is the Antitumor Property of Trypanosoma cruzi infection Mediated by its Calreticulin?
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Eight to 10 million people in 21 endemic countries are infected with Trypanosoma cruzi. However, only 30% of those infected develop symptoms of Chagas' disease, a chronic, neglected tropical disease worldwide. Similar to other pathogens, T. cruzi has evolved to resist the host immune response. Studies, performed 80 years ago in the Soviet Union, proposed that T. cruzi infects tumor cells with similar capacity to that displayed for target tissues such as cardiac, aortic, or digestive. An antagonistic relationship between T. cruzi infection and cancer development was also proposed, but the molecular mechanisms involved have remained largely unknown. Probably, a variety of T. cruzi molecules is involved. This review focuses on how T. cruzi calreticulin (TcCRT), exteriorized from the endoplasmic reticulum, targets the first classical complement component C1 and negatively regulates the classical complement activation cascade, promoting parasite infectivity. We propose that this C1-dependent TcCRT-mediated virulence is critical to explain, at least an important part, of the parasite capacity to inhibit tumor development. We will discuss how TcCRT, by directly interacting with venous and arterial endothelial cells, inhibits angiogenesis and tumor growth. Thus, these TcCRT functions not only illustrate T. cruzi interactions with the host immune defensive strategies, but also illustrate a possible co-evolutionary adaptation to privilege a prolonged interaction with its host.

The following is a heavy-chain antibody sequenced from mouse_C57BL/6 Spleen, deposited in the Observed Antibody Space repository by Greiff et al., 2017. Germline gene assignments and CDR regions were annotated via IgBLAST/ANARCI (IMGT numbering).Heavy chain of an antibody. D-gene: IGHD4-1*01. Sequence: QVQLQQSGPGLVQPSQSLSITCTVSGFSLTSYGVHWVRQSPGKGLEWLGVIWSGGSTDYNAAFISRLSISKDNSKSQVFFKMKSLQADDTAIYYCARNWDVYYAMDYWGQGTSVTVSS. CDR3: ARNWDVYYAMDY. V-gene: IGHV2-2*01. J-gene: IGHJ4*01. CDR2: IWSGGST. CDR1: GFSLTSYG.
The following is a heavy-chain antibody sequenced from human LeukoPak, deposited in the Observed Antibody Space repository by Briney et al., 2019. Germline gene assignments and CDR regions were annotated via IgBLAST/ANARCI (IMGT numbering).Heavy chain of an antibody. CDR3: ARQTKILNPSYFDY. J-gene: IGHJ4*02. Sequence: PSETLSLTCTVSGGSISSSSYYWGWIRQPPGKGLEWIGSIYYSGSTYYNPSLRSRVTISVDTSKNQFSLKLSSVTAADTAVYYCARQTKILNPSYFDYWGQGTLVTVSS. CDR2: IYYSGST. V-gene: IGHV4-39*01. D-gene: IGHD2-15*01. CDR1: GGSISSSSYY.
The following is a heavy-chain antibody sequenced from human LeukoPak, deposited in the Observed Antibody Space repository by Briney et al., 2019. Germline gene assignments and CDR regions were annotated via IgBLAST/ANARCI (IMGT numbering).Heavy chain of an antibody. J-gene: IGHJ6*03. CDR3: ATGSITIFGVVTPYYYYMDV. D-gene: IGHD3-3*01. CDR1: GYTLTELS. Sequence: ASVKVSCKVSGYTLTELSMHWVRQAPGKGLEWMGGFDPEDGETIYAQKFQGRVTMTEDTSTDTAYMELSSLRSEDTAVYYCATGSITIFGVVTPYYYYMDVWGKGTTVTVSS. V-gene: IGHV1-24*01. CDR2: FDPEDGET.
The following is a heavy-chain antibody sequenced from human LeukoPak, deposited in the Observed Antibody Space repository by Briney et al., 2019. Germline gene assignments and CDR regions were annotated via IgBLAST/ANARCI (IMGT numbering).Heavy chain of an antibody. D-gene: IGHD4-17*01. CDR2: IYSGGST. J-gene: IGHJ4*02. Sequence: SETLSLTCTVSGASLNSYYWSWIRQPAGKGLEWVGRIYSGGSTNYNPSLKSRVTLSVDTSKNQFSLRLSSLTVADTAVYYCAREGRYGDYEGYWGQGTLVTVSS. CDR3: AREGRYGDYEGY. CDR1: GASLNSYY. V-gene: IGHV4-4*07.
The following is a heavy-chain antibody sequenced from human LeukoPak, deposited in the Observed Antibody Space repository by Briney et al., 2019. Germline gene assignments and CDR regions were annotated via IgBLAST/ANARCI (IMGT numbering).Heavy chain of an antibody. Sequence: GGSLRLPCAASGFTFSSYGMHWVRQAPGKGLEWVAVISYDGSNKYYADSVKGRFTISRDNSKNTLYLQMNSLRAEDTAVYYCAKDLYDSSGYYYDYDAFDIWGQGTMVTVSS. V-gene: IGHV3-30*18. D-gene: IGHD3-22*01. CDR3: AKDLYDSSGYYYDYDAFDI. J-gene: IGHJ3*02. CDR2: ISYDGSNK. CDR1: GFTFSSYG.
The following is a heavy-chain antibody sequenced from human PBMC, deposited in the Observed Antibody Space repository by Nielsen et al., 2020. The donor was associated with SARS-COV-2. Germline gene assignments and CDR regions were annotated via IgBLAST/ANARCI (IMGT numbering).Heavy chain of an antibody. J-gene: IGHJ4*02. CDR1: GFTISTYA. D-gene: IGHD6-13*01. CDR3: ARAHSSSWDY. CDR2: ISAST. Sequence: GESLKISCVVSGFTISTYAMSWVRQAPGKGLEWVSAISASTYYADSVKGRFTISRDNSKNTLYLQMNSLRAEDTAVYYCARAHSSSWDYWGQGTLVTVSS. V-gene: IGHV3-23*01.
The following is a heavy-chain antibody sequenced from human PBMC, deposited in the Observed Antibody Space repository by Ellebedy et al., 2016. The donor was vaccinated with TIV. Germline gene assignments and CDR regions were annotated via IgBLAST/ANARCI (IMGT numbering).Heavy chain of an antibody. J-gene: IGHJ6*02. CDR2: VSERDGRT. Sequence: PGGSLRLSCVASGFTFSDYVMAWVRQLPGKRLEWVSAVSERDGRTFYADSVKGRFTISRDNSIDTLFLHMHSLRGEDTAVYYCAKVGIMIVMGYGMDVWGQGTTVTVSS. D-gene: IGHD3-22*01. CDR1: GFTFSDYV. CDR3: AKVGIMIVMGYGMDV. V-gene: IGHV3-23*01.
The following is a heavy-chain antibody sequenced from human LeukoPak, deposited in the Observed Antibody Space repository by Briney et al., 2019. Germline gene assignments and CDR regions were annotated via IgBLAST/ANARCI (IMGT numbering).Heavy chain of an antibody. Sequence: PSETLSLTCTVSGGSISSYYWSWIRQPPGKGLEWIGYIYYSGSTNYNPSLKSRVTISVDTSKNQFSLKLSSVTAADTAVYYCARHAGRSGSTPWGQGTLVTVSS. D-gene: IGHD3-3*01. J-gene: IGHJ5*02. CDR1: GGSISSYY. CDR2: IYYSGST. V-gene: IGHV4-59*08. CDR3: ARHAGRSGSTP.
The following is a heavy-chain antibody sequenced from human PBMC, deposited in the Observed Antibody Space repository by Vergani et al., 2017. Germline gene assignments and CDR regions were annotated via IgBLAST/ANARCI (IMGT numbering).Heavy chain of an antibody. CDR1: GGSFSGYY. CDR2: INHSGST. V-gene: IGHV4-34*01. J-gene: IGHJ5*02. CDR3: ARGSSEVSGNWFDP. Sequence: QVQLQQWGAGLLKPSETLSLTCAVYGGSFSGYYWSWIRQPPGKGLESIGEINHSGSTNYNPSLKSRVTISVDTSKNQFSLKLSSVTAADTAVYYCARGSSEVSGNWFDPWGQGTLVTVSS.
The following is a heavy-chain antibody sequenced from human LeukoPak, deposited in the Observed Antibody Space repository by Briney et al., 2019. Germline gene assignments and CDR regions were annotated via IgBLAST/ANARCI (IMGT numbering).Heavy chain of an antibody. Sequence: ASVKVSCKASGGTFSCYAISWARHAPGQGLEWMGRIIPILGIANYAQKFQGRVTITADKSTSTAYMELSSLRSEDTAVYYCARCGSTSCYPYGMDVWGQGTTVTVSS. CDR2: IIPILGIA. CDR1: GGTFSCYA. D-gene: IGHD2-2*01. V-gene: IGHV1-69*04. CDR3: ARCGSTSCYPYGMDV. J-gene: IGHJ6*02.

Artículo de publicación ISI
Quote ItemFrontiers in Immunology July 2016 | Volume 7 | Article 268
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